Minnesota Wild's Matt Dumba takes a knee during the American national anthem flanked by Chicago's Malcolm Subban and Edmonton's Darnell Nurse

Look out for future Olympic stars

NHL players missed PyeongChang 2018, but they will be back for Beijing 2022.

On 11 July, as well as ratifying the Return to Play Plan for the NHL restart, the NHL and NHL Players' Association agreed a new Collective Bargaining Agreement including a commitment to players taking part in the next two Winter Olympic Games.

The first time NHL players competed at the Games was Nagano 1998 when the Czech Republic claimed a shock gold medal as immortalised in the Olympic Channel film 'The Nagano Tapes'.

They participated in five consecutive Winter Olympics but the NHL declined to suspend its season for two and a half weeks to allow its players to go to PyeongChang.

But now agreement has been reached with Edmonton Oilers and Germany forward Leon Draisaitl telling the NHL, "I think it was a big deal, it is a big deal to all of us. I think we're all happy with the outcome that we'll all be able to hopefully participate in it."

The Olympic Athletes from Russia defeated Germany to take gold in Korea but the return of NHL stars means the likes of Canada, gold medallists in 2002, 2010 and 2014, 2006 champions Sweden and the USA will be right back in the mix.

Two high scorers to watch

While the likes of Sidney Crosby and Henrik Lundqvist already have gold medals to their names, there are several NHL stars in line to make Olympic debuts in Beijing.

Edmonton captain Connor McDavid has been one of the standout players of the league in recent years and he opened his team's account in the Stanley Cup Qualifiers against Chicago.

Twice the league's leading scorer and twice winner of the Ted Lindsay Award for players' player of the year, centre McDavid also won the 2016 World Championship with Canada.

In the East, Boston Bruins' David Pastrnak tied for top goalscorer in the regular season with a certain Alex Ovechkin.

The Czech right-wing, nicknamed Pasta, is a great skater and shooter and very quick.

Hockey in August?

This is not the time of year for ice hockey. Far from it.

The season normally concludes in June, but this year's exceptional circumstances have led to a drastic rescheduling of the calendar.

The Stanley Cup Playoffs usually coincide with baseball's MLB season, but this year they also clash with the NBA - which restarted last Thursday (30 July) - and potentially the start of the NFL gridiron season.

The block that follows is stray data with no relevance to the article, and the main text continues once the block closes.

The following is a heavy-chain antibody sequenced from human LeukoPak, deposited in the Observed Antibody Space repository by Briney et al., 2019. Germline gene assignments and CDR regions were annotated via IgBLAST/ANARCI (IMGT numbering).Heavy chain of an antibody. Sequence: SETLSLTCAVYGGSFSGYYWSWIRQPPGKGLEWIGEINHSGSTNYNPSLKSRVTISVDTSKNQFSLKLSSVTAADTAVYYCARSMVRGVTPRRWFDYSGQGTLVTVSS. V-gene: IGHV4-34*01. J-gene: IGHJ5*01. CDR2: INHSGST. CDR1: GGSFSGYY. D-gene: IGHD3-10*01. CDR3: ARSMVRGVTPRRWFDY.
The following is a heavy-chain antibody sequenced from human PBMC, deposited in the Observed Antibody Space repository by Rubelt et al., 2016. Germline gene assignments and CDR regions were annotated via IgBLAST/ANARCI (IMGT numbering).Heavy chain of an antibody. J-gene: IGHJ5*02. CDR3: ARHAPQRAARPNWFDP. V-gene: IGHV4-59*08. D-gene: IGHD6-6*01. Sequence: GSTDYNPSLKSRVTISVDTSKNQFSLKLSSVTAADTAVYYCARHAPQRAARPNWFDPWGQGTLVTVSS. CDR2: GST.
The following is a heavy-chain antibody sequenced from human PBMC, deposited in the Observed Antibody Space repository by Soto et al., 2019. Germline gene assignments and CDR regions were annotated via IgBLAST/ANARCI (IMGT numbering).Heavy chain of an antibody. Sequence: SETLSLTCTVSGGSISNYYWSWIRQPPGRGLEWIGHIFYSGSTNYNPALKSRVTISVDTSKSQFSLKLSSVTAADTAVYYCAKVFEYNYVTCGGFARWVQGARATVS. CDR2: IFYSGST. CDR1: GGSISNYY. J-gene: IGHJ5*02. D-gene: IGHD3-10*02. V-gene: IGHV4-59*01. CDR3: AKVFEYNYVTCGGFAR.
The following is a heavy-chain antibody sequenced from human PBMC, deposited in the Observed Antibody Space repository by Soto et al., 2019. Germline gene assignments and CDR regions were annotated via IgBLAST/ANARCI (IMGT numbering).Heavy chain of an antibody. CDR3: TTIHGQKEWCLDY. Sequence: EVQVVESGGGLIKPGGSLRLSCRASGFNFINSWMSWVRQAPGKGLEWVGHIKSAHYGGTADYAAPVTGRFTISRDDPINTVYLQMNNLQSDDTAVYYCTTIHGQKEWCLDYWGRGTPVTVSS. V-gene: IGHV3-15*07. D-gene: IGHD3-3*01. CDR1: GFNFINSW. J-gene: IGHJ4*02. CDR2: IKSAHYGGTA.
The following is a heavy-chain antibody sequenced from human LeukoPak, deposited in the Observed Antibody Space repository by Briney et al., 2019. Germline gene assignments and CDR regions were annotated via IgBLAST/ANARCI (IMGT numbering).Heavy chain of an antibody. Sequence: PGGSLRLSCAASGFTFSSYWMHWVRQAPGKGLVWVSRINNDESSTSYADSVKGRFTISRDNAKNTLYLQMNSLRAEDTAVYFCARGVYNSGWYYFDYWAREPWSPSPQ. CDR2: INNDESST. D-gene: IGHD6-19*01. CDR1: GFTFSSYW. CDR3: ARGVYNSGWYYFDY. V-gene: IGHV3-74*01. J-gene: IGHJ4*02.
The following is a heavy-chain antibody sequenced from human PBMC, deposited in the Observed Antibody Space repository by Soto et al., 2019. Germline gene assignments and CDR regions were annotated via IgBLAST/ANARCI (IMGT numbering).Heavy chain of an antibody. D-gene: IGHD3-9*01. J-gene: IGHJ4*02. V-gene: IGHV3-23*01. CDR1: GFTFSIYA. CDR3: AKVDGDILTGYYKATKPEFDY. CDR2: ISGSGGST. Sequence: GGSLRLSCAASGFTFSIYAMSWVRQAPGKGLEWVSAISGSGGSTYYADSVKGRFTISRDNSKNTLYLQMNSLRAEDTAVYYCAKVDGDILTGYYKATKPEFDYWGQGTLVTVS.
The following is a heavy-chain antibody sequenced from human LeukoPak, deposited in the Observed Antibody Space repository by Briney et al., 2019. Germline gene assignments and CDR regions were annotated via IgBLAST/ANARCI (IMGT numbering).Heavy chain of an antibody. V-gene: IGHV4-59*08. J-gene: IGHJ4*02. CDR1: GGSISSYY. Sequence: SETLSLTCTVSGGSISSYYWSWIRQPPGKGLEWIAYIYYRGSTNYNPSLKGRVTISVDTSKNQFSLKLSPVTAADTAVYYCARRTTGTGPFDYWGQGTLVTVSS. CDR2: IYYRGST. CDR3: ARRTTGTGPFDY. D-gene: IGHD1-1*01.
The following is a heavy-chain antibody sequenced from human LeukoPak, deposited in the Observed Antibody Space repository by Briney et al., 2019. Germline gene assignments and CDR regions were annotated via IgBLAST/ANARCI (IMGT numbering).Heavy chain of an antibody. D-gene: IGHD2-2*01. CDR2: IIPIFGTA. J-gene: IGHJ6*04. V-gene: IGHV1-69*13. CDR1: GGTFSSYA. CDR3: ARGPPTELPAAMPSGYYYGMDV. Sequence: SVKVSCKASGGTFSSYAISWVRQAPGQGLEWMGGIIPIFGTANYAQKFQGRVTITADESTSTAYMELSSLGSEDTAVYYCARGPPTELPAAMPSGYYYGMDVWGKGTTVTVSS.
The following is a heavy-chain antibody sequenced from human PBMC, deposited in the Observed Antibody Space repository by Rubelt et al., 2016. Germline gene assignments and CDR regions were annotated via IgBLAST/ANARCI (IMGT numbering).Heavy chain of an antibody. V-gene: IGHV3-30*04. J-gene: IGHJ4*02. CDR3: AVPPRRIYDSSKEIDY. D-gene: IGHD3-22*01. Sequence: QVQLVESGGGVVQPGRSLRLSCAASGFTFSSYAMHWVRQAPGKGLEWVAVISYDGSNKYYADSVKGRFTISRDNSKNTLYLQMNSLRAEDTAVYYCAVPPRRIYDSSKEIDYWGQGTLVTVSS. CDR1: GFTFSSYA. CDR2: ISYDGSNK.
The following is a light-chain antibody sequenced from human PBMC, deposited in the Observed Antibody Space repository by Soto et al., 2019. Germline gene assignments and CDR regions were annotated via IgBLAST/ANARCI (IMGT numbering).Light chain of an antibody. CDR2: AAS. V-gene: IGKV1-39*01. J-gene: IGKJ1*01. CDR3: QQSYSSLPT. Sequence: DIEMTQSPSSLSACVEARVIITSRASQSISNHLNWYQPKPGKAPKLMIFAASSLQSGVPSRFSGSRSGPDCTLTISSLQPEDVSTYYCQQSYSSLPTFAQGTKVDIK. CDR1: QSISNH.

In hockey-mad Canada, that's not a problem as far as audiences are concerned.

But in the United States, it's a different story with the 2019 Stanley Cup Finals attracting an average of just five million viewers, according to Statista, compared to 14 million for baseball's World Series and 15 million for last year's NBA Finals.

The speed of the puck and keeping track of rolling substitutions are among issues which have always made ice hockey something of an acquired taste to TV viewers.

Throw in more competition from other sports and that all-important audience share figure could make grim reading for NHL executives and sponsors.

The Winnipeg Jets and Calgary Flames play in the Stanley Cup Qualifiers inside an empty Rogers Place, Edmonton

The 'made for TV' experience

With its obvious shortcomings on the small screen, ice hockey does have the chance to innovate with no fans in the arenas.

More cameras from different viewpoints - including a 360-degree crane camera - and lights have been brought in while empty seats are covered by giant tarpaulins bearing team names and league logos.

Fake crowd noise is a combination of previous NHL broadcasts and the library of NHL video game developer EA Sports, while effects microphones will emphasise the sounds of skates turning and players slamming into the boards.

With no crowd to drown out the occasionally robust language on the ice, there will be a slight time delay on the TV broadcast.

NHL chief content officer Steve Mayer has worked hard on trying to make the matches as close to normal for the viewer at home.

He told ESPN, "We're never going to have this kind of creative freedom. Without fans, it makes it different.

"I know there are going to be people that just want to watch the game. And when the puck drops, for the most part, they're just going to watch the game.

"We're not messing with the game. We're just trying to make it look pretty." - NHL chief content officer Steve Mayer to ESPN